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Is there any difference between go to the city centre and go into the city centre? For example:

I am going to go to the city centre tonight.

I am going to go into the city centre tonight.

By the way is it idiomatic to just say to/into the centre? For example:

Would you like to go to/into the centre tomorrow?

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As you say, "go into the centre" is idiomatic. As a native British English speaker, this is what I am most used to hearing and what I would say myself.

Normally you would say that you go to somewhere specific; while we go into an area.

"Go to the centre" sounds like you are going to the 'dead centre'; that is the precise central point of something. A "city centre" is not necessarily the central point of a place, but is what we call the main business and commercial area of a city. As you are entering an area rather than going to a fixed point, it makes sense to say "into".

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  • I disagree, there is a subtle difference between into and to in terms of the action and in most cases "the city center" is said to be gone "to" not "into". – SovereignSun Mar 3 at 11:28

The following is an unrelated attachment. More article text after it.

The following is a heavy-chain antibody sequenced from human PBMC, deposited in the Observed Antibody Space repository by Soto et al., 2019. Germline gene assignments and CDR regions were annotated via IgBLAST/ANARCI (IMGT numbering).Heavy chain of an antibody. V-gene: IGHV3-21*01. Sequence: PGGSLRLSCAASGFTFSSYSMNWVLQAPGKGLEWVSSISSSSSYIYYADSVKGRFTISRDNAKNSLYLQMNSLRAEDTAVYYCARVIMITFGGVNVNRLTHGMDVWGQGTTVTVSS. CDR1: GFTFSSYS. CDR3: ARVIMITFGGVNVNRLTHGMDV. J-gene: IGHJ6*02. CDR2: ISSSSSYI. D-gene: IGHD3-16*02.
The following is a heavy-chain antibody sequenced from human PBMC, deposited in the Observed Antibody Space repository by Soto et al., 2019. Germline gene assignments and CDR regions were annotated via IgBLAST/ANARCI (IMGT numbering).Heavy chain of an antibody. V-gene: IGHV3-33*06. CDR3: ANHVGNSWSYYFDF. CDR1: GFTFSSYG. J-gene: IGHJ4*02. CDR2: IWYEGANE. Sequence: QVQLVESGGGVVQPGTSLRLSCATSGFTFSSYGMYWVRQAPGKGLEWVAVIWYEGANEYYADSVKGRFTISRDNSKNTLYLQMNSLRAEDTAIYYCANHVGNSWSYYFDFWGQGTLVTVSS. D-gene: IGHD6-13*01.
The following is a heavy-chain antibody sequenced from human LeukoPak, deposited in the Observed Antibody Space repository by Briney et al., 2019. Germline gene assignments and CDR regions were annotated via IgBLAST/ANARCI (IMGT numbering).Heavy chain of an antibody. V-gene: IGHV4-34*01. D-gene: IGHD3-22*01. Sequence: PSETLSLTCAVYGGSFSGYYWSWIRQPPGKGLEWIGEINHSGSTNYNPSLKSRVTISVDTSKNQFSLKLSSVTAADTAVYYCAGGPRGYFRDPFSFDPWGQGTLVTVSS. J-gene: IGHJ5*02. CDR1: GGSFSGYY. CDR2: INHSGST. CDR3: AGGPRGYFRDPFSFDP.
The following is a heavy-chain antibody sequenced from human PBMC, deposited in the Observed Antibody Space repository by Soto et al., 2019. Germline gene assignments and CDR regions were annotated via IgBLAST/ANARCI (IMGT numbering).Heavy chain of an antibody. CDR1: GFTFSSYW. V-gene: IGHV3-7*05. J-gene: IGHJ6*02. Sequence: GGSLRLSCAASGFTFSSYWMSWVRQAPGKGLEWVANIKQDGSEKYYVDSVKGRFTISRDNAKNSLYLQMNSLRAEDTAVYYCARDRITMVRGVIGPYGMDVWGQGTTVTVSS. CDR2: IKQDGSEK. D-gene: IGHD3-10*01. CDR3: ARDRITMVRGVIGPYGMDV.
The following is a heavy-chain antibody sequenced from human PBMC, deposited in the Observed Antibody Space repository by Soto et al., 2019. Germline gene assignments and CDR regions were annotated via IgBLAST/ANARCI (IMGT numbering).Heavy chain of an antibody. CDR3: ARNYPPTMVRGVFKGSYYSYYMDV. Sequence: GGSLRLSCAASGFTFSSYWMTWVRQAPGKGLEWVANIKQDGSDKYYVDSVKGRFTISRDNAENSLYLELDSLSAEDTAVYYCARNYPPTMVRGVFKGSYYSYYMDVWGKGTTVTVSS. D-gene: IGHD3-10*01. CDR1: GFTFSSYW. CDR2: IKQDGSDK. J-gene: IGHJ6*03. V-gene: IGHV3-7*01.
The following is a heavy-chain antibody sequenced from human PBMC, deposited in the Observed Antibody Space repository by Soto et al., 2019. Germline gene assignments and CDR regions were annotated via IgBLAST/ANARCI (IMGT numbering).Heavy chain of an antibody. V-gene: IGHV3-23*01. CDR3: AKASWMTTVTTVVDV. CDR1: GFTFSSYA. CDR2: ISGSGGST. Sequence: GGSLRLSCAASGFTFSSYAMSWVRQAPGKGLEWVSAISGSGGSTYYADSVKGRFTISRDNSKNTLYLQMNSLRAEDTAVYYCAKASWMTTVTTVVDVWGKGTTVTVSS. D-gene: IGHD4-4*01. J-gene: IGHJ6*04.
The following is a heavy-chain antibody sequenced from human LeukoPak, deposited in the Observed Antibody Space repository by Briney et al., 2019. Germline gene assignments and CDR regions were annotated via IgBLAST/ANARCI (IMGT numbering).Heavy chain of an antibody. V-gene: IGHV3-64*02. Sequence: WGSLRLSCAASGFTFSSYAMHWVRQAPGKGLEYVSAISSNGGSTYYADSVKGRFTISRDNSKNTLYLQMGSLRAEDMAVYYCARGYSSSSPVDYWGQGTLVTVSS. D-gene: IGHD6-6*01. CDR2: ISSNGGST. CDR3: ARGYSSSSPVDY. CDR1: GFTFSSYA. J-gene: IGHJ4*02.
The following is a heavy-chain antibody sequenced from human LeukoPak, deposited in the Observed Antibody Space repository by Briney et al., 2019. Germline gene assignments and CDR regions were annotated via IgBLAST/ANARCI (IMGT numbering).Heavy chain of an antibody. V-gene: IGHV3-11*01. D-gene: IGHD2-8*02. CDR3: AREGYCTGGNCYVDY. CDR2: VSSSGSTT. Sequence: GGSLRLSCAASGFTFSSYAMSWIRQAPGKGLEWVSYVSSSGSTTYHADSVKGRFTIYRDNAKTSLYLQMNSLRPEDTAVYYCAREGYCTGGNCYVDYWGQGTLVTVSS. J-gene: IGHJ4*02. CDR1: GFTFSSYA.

• @SovereignSun There is a difference, I thought I'd explained that? The difference is idiomatic, you won't necessarily get that from a dictionary. – Astralbee Mar 3 at 11:36
  • I could and I would prefer to know of such a difference in place of the OP. – SovereignSun Mar 3 at 11:41
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For me, the two sentences demonstrate two differnet approaches.

to go to

means to go until one sees/meets/experiences someone or something, while

to go into

rather highlights crossing (kind of) a border/barrier and entering an area.

I would generally use the first option - just in analogy to to the cinema, to the zoo. And, please, consider the famous supporter of my view: Santa Claus, who always comes (i.e. goes - from his point of view) to town.

I would use the second option specifically to highlight a zone border or a barrier like in Don't let us go into the city center. The car park is much more expensive there.

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